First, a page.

When you look at Florida’s repeat offender problem, it’s really hard to understand why the state hasn’t passed an all offender ignition interlock law. The states who have passed all offender laws have seen a significant decrease in drunk driving arrests, and that’s all due to the fact that the device prevents the offender from starting the car drunk. It saves lives, because if the car won’t start, they can’t crash and injure or kill someone.
Florida has seen more than its fair share tragic drunk driving crashes. Just a few weeks ago a man was arrested on charges of driving under the influence (DUI) manslaughter after he was responsible for a crash that killed a three year old boy and injured several other children.
It’s all too common for a drunk driver to collide with another vehicle in the middle of an intersection, and that’s exactly what happened in Hillsborough County. The drunk driver also had his own children in the vehicle when he crossed into the path of the other family’s vehicle. A three year old died at the scene, and his siblings were also injured.
There’s no question that it’s even more difficult to hear about a drunk driving crash involving children, and understanding why it happened isn’t easier when you realize that this driver should have been stopped in the first place. That’s the main reason why so many states advocate for ignition interlocks, and it’s why Mothers Against Drunk Driving (MADD) has shared their own support for interlocks via a report detailing exactly how many drunk drivers have been stopped by them.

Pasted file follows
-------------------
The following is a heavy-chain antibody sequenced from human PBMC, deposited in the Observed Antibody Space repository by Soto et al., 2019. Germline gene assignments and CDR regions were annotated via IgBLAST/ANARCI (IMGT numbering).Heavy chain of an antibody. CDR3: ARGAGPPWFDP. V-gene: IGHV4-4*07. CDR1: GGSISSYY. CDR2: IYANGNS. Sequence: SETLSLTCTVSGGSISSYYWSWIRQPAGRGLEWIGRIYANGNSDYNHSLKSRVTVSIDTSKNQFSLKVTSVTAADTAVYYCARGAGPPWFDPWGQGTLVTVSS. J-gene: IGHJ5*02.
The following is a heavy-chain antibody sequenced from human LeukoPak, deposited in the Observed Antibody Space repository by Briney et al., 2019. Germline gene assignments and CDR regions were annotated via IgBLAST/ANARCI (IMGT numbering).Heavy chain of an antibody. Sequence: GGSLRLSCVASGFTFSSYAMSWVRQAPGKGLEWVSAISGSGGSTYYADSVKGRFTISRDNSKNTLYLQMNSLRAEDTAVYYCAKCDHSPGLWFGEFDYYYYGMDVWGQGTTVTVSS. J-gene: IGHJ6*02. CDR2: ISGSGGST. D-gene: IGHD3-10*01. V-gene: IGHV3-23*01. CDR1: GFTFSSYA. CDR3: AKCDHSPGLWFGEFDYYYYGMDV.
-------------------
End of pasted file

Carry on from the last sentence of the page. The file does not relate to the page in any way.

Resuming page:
Yes, there are always the repeat offenders who won’t install the device when they are directed to, and there are offenders who will drive on a suspended driver’s license or ask someone else to blow into their interlock so they can drive drunk, but when they are installed as mandated they stop a drunk driver from ever getting out of the driveway.
Given that success rate and crashes like these, you really have to wonder why Florida continues to say no to an all offender ignition interlock law.